Bassist Ray Brown did a "Some Of My Best Friends Are..." series of recordings for Teldec shortly before his abrupt death in 2002. That bassist Colin Trusedell has chosen the same theme for his leader debut Some Of My Best Friends Are...Divas is the most auspicious thing about his release. What makes this disc one of the finest released in 2013 is its vacuum-lack of pretension and its critical- mass realized with musicianship. Nevermind that the recital includes the oft-cited "Summertime" and "My Funny Valentine," here these warhorses breath anew, deftly lacking any sepia tones or shellac pops (not that those are bad...).
What a delicious treat is Some of my Best Friends are.... Perfectly programmed with a feature tune for bassist Trusedell, the carefully-selected Oscar Pettiford's "Tricotism" as the lone instrumental on the disc coupled with three songs each for three vocalists joining Trusedell for the project. A special balance is achieved between time-honored standards and some newer entries into that same vernacular.
Recently retired from the Navy, where he earned his jazzbones, Trusedell raids the United States Air Force of all of their talent for this recording. The American armed forces have always been a repository of fine musicianship, and Trusedell lifts a corner of that carpet to let some of that talent shine. One of the most attractive things about these artists is their relative anonymity. That, of course, is only at present, as this recording is a fine debut for all.
Singer Krista Joyce shoots an arrow down the middle of the American experience, tackling a straight-ahead "Pennies From Heaven" before slipping through an electric-piano infused "Dock Of The Bay." She closes her section with Little Willie John's "Fever" propelled by Shawn Hanlon's piano rather than Truesdell's bass. She deftly swings through some voice piano doubling into the leader's sturdy soloing. Joyce's scat-singing is top rate and exciting, melding well with Hanlon's boppish figures.
Singer Julie Bradley's muscular alto is all vocalese on Annie Ross' "Twisted," originally based on a tenor saxophone solo by Wardell Gray by the same title. The band achieves swing defying quantum mechanics while Bradley tells us how the cow ate the cabbage. Bradley turns breezy, yet humid on "Besame Mucho." Bradley sings Sting's "Every Little Thing" as her newer offering, giving it a full-throated treatment over an island-vide established by Hanlon.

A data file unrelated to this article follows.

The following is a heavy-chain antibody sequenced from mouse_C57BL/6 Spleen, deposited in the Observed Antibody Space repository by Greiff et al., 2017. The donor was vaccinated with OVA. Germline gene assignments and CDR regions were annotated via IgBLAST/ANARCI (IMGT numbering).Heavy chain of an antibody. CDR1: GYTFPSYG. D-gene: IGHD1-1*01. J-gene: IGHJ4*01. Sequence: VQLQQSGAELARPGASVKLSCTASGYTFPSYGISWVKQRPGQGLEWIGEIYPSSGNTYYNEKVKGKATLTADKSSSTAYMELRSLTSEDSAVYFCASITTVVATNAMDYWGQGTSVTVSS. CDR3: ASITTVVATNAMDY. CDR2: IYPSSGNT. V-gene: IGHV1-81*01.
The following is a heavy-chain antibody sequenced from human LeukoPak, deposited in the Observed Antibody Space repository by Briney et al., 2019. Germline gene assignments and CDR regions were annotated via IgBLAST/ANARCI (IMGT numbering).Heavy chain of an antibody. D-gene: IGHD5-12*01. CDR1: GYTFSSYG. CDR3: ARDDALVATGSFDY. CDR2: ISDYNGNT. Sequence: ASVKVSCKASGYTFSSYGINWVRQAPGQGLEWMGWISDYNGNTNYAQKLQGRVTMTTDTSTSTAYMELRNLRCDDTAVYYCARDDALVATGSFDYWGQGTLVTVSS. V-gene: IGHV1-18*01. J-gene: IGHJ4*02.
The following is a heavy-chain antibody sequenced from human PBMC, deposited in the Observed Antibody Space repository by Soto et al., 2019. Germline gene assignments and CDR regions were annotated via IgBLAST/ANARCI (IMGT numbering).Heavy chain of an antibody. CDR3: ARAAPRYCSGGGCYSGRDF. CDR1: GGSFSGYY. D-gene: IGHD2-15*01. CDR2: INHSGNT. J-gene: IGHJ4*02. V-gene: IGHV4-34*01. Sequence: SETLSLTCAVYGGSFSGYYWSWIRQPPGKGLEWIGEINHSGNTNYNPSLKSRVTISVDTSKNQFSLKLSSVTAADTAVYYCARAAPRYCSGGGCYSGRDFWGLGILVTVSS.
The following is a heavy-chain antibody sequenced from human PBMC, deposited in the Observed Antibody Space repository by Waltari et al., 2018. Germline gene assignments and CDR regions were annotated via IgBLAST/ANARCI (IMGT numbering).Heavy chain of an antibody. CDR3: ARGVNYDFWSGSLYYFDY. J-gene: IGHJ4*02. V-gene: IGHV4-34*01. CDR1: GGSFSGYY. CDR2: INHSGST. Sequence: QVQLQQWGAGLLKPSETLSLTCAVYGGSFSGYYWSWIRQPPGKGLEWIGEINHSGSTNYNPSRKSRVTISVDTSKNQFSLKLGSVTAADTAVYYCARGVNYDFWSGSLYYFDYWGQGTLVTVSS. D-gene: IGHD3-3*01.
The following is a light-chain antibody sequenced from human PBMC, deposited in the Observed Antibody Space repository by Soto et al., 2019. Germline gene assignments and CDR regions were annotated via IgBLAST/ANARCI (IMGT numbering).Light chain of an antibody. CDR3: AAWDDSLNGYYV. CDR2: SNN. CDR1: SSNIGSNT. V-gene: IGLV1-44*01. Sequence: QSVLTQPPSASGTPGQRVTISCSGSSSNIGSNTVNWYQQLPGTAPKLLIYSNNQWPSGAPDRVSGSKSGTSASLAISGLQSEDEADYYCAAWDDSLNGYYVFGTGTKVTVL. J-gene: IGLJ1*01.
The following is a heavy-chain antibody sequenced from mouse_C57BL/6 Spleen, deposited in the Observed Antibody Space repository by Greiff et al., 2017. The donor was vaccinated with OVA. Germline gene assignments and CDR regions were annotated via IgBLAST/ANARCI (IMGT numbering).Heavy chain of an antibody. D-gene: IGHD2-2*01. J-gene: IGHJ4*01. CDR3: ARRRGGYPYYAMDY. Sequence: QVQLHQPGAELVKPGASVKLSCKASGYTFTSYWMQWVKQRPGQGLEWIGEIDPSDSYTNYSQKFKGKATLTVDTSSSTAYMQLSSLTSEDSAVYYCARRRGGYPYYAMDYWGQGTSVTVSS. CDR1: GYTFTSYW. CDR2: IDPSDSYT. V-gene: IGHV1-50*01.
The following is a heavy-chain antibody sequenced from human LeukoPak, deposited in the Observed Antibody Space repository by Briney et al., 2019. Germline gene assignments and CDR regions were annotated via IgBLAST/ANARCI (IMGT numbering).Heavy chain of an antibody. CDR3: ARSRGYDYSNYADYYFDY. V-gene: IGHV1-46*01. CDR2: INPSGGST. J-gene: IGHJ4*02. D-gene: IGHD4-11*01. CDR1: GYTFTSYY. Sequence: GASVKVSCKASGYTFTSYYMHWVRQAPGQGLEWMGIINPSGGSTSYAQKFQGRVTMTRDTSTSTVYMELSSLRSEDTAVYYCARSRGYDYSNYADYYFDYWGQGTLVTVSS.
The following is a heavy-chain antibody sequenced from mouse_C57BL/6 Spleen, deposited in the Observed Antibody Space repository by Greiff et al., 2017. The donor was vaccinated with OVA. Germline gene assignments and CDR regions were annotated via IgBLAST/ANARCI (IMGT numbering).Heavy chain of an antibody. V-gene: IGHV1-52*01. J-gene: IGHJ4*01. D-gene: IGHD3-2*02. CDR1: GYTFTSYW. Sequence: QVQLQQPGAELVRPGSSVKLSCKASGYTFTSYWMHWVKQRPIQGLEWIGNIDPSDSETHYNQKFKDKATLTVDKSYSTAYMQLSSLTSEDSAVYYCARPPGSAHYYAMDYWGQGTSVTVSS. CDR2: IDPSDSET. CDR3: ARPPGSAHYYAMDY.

Victoria Bruyette closes the disc with three older and oft covered extracts from the American Songbook. It takes considerable fortitude to perform "Summertime" and "My Funny Valentine" and no small amount of creative license to arrange these songs in such a way to reveal previously hidden charms. Jacqui Sutton recently turned the Gershwin landmark on its ear on her superlative Notes From the Frontier (Toy Blue Typewriter, 2013). While Bruyette swings "Summertime" with a Janis Joplin freedom better behaved than Joplin's performance. "My Funny Valentine" is distinguished by Hanlon's choppy electric piano and Bruyette's sexual purr. "'Deed I Do" features tenor saxophonist John Dawson navigating with Bruyette the disc's fastest tempo. All tasteful and well done. Some Of My Best Friends Are...Divas is a graceful and elegant recording that swings, swings, swings.
Tricoctism; Pennies From Heaven; Dock Of The Bay; Fever; Twisted; Besame
Mucho; Every Little Thing; Summertime; My Funny Valentine; ‘Deed I Do.
Colin Trusedell: bass; Shawn Hanlon: keyboards; John Dawson: saxophone
(10); Krista Joyce: vocals (2, 3, 4); Julie Bradley: vocals (5, 6, 7);
Victoria Bruyette: vocals (8, 9, 10) .
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